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E-Discovery - How You Search Can Save Money & Time

The third of a six-part series on e-discovery from the Taneja Group .

There is a cautionary tale in the case of Metro Wastewater Reclamation v. Alfa Laval. The defendant in a breach of contract case requested that the plaintiff produce all electronically stored information (ESI) in reference to several of the plaintiff's employees. The plaintiff was to search for all relevant digital files from email, backup and archive, and fileshares. The plaintiff protested that the request imposed an unreasonable burden, but the court ruled that the request was highly endemic to the case and therefore reasonable. The plaintiff had to cough up the documents in an expensive manual search.

If Metro Wastewater Reclamation had run advanced e-discovery search tools against their content, then they would have lifted their own burden. In fact, today search and access is more critical than ever before for e-discovery, and the ability to do so proactively can be a key advantage in court. In the course of litigation, attorneys confer at the pre-trial Rule 26(f) stage to establish the parameters for e-discovery activities. Attorneys who are armed with detailed knowledge of what information will be generated by which e-discovery queries are better prepared than their opponents.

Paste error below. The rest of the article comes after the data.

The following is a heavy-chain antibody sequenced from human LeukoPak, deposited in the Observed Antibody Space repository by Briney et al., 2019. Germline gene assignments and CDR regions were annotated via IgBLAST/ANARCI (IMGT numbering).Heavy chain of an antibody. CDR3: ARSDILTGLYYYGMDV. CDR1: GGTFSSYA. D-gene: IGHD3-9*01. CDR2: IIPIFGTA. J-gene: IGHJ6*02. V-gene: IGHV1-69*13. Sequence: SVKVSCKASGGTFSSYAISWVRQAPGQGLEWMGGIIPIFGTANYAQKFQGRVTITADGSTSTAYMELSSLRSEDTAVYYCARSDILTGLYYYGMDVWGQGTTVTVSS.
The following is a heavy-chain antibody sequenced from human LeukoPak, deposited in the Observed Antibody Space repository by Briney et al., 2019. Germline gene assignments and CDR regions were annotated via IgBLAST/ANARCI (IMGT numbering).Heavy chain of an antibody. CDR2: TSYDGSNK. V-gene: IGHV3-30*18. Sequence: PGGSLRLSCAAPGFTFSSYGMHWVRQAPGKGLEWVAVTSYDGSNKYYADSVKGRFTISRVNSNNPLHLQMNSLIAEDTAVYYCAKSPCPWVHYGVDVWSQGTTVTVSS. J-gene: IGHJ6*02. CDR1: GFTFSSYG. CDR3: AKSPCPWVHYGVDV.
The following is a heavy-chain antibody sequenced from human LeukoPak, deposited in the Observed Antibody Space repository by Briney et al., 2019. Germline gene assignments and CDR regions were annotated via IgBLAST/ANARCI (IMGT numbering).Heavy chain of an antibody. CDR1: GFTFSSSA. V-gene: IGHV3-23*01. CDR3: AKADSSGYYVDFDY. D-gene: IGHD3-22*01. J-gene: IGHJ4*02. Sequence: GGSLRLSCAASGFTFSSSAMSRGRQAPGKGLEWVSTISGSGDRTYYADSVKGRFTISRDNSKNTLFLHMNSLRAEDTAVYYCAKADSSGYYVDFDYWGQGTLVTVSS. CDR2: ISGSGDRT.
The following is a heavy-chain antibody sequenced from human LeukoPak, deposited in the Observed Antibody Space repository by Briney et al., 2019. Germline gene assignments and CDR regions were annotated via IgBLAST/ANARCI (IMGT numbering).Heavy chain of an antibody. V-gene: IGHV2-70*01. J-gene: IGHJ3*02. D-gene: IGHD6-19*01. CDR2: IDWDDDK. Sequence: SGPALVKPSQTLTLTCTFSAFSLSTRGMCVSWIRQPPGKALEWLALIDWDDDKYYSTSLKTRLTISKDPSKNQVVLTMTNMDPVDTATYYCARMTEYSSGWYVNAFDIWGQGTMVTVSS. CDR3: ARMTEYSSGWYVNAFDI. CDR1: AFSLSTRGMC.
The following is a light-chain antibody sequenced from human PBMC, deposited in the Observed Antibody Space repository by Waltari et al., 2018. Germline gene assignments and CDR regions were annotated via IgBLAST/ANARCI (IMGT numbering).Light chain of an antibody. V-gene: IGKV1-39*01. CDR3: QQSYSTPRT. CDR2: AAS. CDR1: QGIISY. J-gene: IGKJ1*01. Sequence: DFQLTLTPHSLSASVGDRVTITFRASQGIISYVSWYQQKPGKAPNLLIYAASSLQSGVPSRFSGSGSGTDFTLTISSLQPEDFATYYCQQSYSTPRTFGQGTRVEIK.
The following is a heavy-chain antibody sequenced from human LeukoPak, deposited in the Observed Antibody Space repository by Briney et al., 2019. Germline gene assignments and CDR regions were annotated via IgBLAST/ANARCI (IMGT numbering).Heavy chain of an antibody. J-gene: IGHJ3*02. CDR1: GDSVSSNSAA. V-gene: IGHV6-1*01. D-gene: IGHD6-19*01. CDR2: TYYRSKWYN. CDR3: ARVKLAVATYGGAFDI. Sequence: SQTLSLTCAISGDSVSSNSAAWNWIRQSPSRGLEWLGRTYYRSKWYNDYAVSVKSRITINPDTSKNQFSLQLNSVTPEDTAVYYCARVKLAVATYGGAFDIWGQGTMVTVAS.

In the example of Metro Wastewater, a simple keyword search would have returned documents with the names of the affected employees. But they would be presented to reviewers as a large and unwieldy meaningless mass of files and email whose only distinction is that they reference an employees name. Document management systems, networked fileshares, copies of emails, active files, and archived files -- all connected with user names, all without context. However, if the plaintiff had been able to search in context with reasonable and demonstrable search terms, then they could have met their discovery burden faster, better, and much less expensively.

In the law office, advanced searches can be defined around content or metadata. Within content, it should be possible to search by terms such as names and titles, phrases, matters, and court cases. When it comes to metadata, basics like creation and modification dates remain important, but so do email relationships, email lists, and the existence of attachments. This is a critical function of e-discovery. However, remember that e-discovery is by no means restricted to email. That is emphatically not true: Many sources of ESI are fair game for e-discovery searches. The same goes for any specific content stores or applications like enterprise content management systems, databases, or specific storage arrays. All sources of ESI are potentially relevant to the e-discovery process, which cannot be limited to email or any other single data source.

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